4. Fall has always been my favorite season. When we lived in Alaska, it was quite short! About a month which started at the end of August. The birches and the aspen turned yellow. There was never any red unless one would count the red of some bushes in the mountains. When the fireweed got to the top of its blooming stalk, it was a signal that winter was six weeks away. That usually happened in mid-August. We all hated to see the fireweed get bare on the top!We lived in the Chugach Range and could see the Talkeetnas. Snow came on those high mountains several weeks before it came down to our level. Seriously, it looked as if there were masking tape stretched across the mountains, and the snow looked like powdered sugar which was sifted there during the night, and then someone removed the masking tape because it was a vast straight line bisecting the top from the bottom! When we lived in NJ, fall was long and lucious most of the time. This year we are escaping the relentless heat of South Florida to go to Brasstown, NC, to the John C. Campbell Folk School where I will be learning about light and dark and many contrasting colors with yarn while taking a Fair Isle knitting class with an unusual expert. The class happens the first week of October. Since the nights are getting cooler and cooler in that area, perhaps we shall see some change in the colors of the leaves.That would fill my soul with joy! We are so grateful to the photographers who have perfected the art of showing us fall in other parts of our country. Nothing will ever replace the crunch of leaves under our feet or the smell of burning leaves years ago when the neighborhood smelled just wonderful. We hang on to our precious memories! JAK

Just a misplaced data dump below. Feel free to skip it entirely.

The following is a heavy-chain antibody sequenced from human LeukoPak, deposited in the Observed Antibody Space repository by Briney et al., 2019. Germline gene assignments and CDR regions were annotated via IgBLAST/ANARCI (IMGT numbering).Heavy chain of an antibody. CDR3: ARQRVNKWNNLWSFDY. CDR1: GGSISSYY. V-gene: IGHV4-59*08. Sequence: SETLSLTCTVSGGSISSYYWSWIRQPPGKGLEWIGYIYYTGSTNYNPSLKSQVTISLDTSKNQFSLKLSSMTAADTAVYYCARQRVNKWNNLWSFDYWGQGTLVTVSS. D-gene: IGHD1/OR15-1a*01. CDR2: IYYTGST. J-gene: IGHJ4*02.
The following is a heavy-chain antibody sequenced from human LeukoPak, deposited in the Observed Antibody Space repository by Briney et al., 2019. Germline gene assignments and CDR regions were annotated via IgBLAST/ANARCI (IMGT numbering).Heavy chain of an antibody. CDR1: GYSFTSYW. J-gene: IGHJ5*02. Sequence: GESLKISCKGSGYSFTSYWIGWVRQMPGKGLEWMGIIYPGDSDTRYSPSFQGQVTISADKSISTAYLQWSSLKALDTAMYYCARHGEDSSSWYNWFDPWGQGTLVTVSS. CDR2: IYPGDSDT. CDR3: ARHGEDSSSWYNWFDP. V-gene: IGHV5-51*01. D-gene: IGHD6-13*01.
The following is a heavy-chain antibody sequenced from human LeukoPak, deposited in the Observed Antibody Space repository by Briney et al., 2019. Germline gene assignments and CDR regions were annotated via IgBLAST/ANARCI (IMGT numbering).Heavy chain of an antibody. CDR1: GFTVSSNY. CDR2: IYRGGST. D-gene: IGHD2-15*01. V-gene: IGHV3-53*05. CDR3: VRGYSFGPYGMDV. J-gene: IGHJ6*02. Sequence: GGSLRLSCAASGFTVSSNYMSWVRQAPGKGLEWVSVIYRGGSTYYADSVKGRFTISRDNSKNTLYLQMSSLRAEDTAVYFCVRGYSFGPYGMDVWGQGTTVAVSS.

Leave a Reply

Fill in your details below or click an icon to log in: Logo

You are commenting using your account. Log Out /  Change )

Twitter picture

You are commenting using your Twitter account. Log Out /  Change )

Facebook photo

You are commenting using your Facebook account. Log Out /  Change )

Connecting to %s

This site uses Akismet to reduce spam. Learn how your comment data is processed.